Boost logo

Boost :

From: Matthew Herrmann (matthew.herrmann_at_[hidden])
Date: 2006-11-14 17:29:16

> Message: 5
> Date: Tue, 14 Nov 2006 20:38:43 +0200
> From: "Peter Dimov" <pdimov_at_[hidden]>
> Subject: Re: [boost] Review Request: Boost Exception
> To: <boost_at_[hidden]>
> Message-ID: <00ee01c7081c$1f94f230$6607a8c0_at_pdimov2>
> Content-Type: text/plain; format=flowed; charset="iso-8859-1";
> reply-type=original
> David Abrahams wrote:
>> > "Peter Dimov" <pdimov_at_[hidden]> writes:
>> >
>>> >> David Abrahams wrote:
>>>> >>> "Peter Dimov" <pdimov_at_[hidden]> writes:
>>>> >>>
>>>>> >>>> Moving the catch clause to a destructor doesn't seem an improvement
>>>>> >>>> to me.
>>>> >>>
>>>> >>> Using a catch clause to add information to a propagating exception
>>>> >>> feels syntactically heavy to me, but of course others may disagree.
>>>> >>> And it may also be that without language support, there's not
>>>> >>> really a good way to avoid that weight. I'm just expressing an
>>>> >>> aesthetic preference here.
>>> >>
>>> >> Won't you need to prepare all the extra information even if nothing
>>> >> throws?
>> >
>> > No, you could do it lazily.
> I'm afraid that I need to be shown an example in order to "get it". :-)

I think Mr Abrahams is referring to an idea similar to this: (please
ignore the class name, it is a placeholder only)

void read_file()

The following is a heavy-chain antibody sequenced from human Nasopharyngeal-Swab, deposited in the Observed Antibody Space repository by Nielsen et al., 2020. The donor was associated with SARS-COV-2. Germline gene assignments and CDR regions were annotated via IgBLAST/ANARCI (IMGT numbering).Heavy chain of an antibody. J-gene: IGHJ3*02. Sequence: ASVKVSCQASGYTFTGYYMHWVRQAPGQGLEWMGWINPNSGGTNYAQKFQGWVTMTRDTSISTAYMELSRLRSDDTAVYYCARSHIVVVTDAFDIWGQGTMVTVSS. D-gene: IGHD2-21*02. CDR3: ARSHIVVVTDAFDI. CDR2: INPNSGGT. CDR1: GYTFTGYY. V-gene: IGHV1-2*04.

boost::exception_info e(..., filename, current_pos, is_connected);

e.success() sets a flag to true, which prevents the generation of error
information when the object is destroyed. To remove the e.success(),
you'd need to detect whether the stack was being unwound due to an
exception or due to a natural return. This is where language support (or
compiler-dependent tricks) would be required. Nested exceptions
complicate that picture.

The other issue is how to handle return values cleanly. You could make
success() a pass-through function so you could handle return values with
a shorter syntax:

int sum(int a, int b)
   error_info e;
   return e.success(a+b);

template <typename T>
T& error_info::success(T& value)
    flag = true;
    return rhs;

(special care needed to avoid copying and to handle
references/temporaries etc). Ultimately, this approach is cleaner when
there are more exit points due to exceptions than from return
statements. Otherwise, you could forget to call success() at one of the
return sites and hit a performance issue as it generates the exception info.

Matthew Herrmann

Boost list run by bdawes at, gregod at, cpdaniel at, john at